Novel set in Norway
Talking Location With author Scott Stavrou – Venice, Prague, and the Greek Islands
26th August 2018
TalkingLocationWith… author Scott Stavrou: Venice, Prague, and the Greek islands: Fact, Fiction, and Reinvention
In an itinerant life of crossing countries and continents, I have loved many places. Just not for long. Because I moved so much as a child, my life was forged in getting to know new places and trying to understand them; to get to know them from the inside, to become a part of them. Which led me, rather naturally, first to years of travel writing and globetrotting and then several moves abroad. But of course travel writing demands a factual approach and sometimes you fall in love with places so bountiful that the feeling can not be wholly constrained by the simple clarity of fact. So then you turn to fiction to fully explore the love of the place and the idea of getting to know it and become a part of it. And then you set out to craft characters and imbue them with the experience of getting to learn about and love these places.
My new novel, Losing Venice, is set primarily in Venice but also is defined by the search for finding a place to belong, a place that feels like it fits your life, so of course setting is a vital part of that exploration. And because my wayward wanderings had also included living in Prague and Greece, I wanted this search for a place of belonging to include places I knew well, places I had fallen in love with enough to surrender to the siren’s call and live and inhabit.
Since the settings of Losing Venice, Venice, Prague, and Greece are places I love and have lived, the challenge was not one of research but rather to write evocatively enough to make these places come alive in the story and become not just a backdrop but a vivid part of the journey of the characters. Even though I knew these places well, I wanted to depict these real life destinations in a tale of people getting to know and learn about them upon seeing them for the first time, to follow the characters as they uncover the secrets of these locations. For me that’s the real magic of place, that first heart-stopping feeling of emotion that makes you want to know more. Falling in love with it, of being an outsider and attempting to overcome this and get to know the places and the people well enough to become an intrinsic part of them.
And because Venice, Prague, and the Greek islands are some of the most popular tourist destinations in the world, there’s that inherent conflict when writing fiction about people living in them. Because these locations are so well-known in the tourist landscape, they’re all places that people have preconceived ideas about. Of course the hope is that when you write about characters living in and getting to experience intoxicating locales for the first time, that you not only manage to make the settings vivid and inspiring but that you offer the readers something they haven’t seen or thought of before, a glimpse of life in these tourist havens that goes further than just a trip and dives deeply into the real life of the location. That you take the readers on a trip that’s beyond the scope of their preconceptions as you craft characters striving to become a part of the local life.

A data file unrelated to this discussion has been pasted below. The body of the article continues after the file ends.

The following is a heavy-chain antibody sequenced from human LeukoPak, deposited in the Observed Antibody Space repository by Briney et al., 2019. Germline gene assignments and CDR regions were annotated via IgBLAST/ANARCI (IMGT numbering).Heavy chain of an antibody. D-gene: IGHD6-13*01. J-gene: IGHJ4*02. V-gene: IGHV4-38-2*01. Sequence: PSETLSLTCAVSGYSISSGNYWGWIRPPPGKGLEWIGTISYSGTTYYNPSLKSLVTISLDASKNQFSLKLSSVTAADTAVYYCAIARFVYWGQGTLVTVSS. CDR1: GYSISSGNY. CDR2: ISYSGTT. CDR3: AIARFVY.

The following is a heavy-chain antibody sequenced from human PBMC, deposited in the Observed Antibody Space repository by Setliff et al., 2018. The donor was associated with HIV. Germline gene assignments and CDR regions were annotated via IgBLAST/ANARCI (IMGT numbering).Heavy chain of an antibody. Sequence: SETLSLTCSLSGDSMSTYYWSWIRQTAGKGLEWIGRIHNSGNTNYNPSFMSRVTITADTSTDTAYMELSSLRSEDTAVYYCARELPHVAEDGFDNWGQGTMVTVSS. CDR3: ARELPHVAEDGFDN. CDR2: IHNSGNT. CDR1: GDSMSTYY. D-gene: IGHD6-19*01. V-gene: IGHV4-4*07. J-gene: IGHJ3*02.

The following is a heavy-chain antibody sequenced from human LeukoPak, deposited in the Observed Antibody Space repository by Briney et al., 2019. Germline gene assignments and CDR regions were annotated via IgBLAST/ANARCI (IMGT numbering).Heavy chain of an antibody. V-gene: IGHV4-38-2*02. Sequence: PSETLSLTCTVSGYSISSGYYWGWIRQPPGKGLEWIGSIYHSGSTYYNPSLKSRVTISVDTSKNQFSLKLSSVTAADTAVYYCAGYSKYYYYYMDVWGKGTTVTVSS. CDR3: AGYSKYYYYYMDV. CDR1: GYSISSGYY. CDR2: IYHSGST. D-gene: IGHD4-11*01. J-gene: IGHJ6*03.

Venice, Prague, and the Greek islands are each places that most travelers have an image and idea of but that idea is often far removed from the reality. All three share the struggle of so many popular tourist destinations of how to reconcile the tension created by a need for modern tourism that often clashes and sometimes conflicts with their desire to remain real and true to their history and origins. The challenge of retaining identity and a sense of themselves when they are all faced with tourism numbers that exceed their native populations is a difficult one.
How to best navigate the future while staying true to the past? Much in that same way, the characters in Losing Venice endeavor to reinvent themselves but also to remain faithful to the very histories that define them as they seek a sense of belonging.
There’s Venice with its thousand years of history and its ethereal existence in between land and sea that often seems so unreal as to be more dream than reality. Nevertheless, constrained as it is by the sea and its setting, Venice remains geographically, in landscape and architecture, much the same as it has been for centuries, yet even still the idea of real Venice is an elusive one.